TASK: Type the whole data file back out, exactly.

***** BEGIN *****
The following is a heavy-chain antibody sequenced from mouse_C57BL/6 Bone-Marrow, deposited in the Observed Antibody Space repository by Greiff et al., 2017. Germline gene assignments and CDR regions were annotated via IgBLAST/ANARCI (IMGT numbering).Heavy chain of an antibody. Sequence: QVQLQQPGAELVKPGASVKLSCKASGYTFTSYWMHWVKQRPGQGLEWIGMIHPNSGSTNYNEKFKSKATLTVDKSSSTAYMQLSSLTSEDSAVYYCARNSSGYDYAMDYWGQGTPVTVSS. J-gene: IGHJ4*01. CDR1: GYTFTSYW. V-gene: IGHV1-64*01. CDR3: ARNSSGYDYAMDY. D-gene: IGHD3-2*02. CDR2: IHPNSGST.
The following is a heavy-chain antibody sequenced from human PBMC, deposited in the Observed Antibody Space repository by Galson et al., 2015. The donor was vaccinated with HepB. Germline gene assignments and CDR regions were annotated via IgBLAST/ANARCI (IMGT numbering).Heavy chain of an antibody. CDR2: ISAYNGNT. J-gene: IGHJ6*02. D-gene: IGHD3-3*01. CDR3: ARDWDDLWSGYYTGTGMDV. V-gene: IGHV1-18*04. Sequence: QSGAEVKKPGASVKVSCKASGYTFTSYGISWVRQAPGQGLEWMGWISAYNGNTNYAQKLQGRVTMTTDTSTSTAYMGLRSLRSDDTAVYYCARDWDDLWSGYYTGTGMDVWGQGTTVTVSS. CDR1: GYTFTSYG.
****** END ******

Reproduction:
The following is a heavy-chain antibody sequenced from mouse_C57BL/6 Bone-Marrow, deposited in the Observed Antibody Space repository by Greiff et al., 2017. Germline gene assignments and CDR regions were annotated via IgBLAST/ANARCI (IMGT numbering).Heavy chain of an antibody. Sequence: QVQLQQPGAELVKPGASVKLSCKASGYTFTSYWMHWVKQRPGQGLEWIGMIHPNSGSTNYNEKFKSKATLTVDKSSSTAYMQLSSLTSEDSAVYYCARNSSGYDYAMDYWGQGTPVTVSS. J-gene: IGHJ4*01. CDR1: GYTFTSYW. V-gene: IGHV1-64*01. CDR3: ARNSSGYDYAMDY. D-gene: IGHD3-2*02. CDR2: IHPNSGST.
The following is a heavy-chain antibody sequenced from human PBMC, deposited in the Observed Antibody Space repository by Galson et al., 2015. The donor was vaccinated with HepB. Germline gene assignments and CDR regions were annotated via IgBLAST/ANARCI (IMGT numbering).Heavy chain of an antibody. CDR2: ISAYNGNT. J-gene: IGHJ6*02. D-gene: IGHD3-3*01. CDR3: ARDWDDLWSGYYTGTGMDV. V-gene: IGHV1-18*04. Sequence: QSGAEVKKPGASVKVSCKASGYTFTSYGISWVRQAPGQGLEWMGWISAYNGNTNYAQKLQGRVTMTTDTSTSTAYMGLRSLRSDDTAVYYCARDWDDLWSGYYTGTGMDVWGQGTTVTVSS. CDR1: GYTFTSYG.